After Seftel's experience with WGBH and This American Life, he went on to produce Lidia Celebrates America in 2011-2012. In this mini-series produced for PBS, celebrity chef Lidia Bastianich and special guests Stanley Tucci, Mo Rocca and Mario Batali explore how immigrants have preserved their unique culinary traditions for generations. The project was nominated for both a James Beard Foundation Broadcast Media Award for Special/Documentary and a Silver Telly award.

Reality television[edit]

In reality television, Seftel directed the first two seasons of Queer Eye for the Straight Guy and received a National Emmy Award Nomination for his work on the series. He also helped develop the A&E series Confessions of a Matchmaker, featuring Patti Novak, directing the series pilot, and served as Supervising Producer for the series. Seftel also developed the Emmy-nominated PBS children's reality game show Fetch! with Ruff Ruffman and directed the inaugural season.

Awards and nominations[edit]

Seftel was awarded a National Arts Journalism Fellowship[12] at the Columbia University Graduate School of Journalism and Columbia University School of the Arts in 2003.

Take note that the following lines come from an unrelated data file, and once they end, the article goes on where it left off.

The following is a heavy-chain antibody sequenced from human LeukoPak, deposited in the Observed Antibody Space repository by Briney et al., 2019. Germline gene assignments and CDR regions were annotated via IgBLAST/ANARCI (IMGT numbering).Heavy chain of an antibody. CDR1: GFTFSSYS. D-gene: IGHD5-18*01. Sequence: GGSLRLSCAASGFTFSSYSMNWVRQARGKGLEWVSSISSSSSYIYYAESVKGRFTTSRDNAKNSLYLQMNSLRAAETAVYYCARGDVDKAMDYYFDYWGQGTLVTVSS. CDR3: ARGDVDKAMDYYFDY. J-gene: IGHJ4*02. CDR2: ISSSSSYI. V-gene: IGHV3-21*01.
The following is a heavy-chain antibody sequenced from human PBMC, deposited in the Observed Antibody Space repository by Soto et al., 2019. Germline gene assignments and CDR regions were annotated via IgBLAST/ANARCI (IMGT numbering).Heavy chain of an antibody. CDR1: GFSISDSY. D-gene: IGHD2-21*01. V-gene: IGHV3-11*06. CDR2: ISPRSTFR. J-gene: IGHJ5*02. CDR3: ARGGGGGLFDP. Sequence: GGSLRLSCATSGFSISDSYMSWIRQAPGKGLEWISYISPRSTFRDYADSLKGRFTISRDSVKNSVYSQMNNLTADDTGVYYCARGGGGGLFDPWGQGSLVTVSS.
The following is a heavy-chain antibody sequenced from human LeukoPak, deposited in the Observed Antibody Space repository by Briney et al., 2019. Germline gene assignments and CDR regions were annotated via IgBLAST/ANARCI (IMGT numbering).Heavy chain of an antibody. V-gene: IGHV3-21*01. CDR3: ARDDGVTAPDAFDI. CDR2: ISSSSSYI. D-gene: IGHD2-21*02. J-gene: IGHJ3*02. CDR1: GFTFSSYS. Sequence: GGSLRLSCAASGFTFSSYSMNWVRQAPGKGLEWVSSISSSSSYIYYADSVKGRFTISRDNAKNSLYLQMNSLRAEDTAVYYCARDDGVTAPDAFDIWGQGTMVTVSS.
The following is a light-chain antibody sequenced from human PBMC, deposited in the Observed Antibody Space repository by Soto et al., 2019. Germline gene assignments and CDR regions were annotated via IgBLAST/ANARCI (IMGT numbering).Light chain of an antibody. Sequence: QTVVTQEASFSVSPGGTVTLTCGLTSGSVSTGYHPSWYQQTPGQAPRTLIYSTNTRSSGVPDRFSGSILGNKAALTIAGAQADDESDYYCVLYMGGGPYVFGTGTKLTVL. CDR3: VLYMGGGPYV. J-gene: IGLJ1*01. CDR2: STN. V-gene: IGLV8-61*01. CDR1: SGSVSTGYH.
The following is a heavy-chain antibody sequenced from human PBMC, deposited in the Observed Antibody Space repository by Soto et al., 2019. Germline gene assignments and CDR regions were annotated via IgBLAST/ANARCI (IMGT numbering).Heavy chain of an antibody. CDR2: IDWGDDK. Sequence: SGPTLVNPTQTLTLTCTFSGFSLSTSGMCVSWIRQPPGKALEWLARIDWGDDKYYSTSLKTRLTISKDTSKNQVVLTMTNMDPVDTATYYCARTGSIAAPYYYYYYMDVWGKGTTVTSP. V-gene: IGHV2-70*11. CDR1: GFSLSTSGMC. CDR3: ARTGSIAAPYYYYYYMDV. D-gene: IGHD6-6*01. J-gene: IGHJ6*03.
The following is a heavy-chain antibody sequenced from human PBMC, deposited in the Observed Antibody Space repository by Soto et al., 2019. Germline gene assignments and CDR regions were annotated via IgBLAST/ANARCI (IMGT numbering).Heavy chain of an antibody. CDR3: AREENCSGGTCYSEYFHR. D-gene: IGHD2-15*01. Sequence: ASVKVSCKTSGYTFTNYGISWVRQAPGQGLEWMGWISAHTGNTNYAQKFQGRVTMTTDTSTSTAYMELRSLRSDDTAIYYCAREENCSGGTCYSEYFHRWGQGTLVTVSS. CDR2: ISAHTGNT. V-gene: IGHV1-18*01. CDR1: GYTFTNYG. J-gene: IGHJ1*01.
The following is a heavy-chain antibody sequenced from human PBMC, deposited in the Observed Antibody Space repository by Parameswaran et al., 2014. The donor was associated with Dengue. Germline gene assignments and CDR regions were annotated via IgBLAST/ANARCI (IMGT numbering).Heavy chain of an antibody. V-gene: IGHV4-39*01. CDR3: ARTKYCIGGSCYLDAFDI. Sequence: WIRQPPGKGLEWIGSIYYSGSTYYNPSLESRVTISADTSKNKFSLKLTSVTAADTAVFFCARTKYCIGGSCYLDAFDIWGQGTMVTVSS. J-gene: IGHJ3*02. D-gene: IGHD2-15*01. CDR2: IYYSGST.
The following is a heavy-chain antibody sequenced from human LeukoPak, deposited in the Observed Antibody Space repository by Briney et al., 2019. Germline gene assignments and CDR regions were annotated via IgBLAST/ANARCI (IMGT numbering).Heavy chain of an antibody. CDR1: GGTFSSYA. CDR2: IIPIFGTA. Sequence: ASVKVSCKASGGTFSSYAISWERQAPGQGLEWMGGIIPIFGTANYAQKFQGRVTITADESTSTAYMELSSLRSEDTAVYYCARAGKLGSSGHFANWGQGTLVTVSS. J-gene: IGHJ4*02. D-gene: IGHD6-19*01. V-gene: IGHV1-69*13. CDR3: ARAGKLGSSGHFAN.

Year Award Category Nominated work Result
1992 CINE Golden Eagle Short Documentary Lost and Found: the Story of Romania’s Forgotten Children Won
Chicago International Film Festival Silver Plaque Award Won
Columbus International Film & Video Festival Bronze Plaque Award Won
National Educational Media Network, USA Bronze Apple Award Won
1993 News and Documentary Emmy Awards Outstanding News and Documentary Program Achievement Nominated
1995 Chicago International Film Festival Gold Plaque Award Old Warrior Won
Retirement Research Foundation, USA

2nd Place Wise Owl Award

Independent Films and Videotapes Won
1997 Cinequest San Jose Film Festival Best Documentary Taking on the Kennedys Nominated
2003 Chicago International Children's Film Festival

Children's Jury Award Certificate of Merit

Live-Action Television Production Breaking the Mold: The Kee Malesky Story Won
2004 Emmy Award Survivor’s Guide to High School Nominated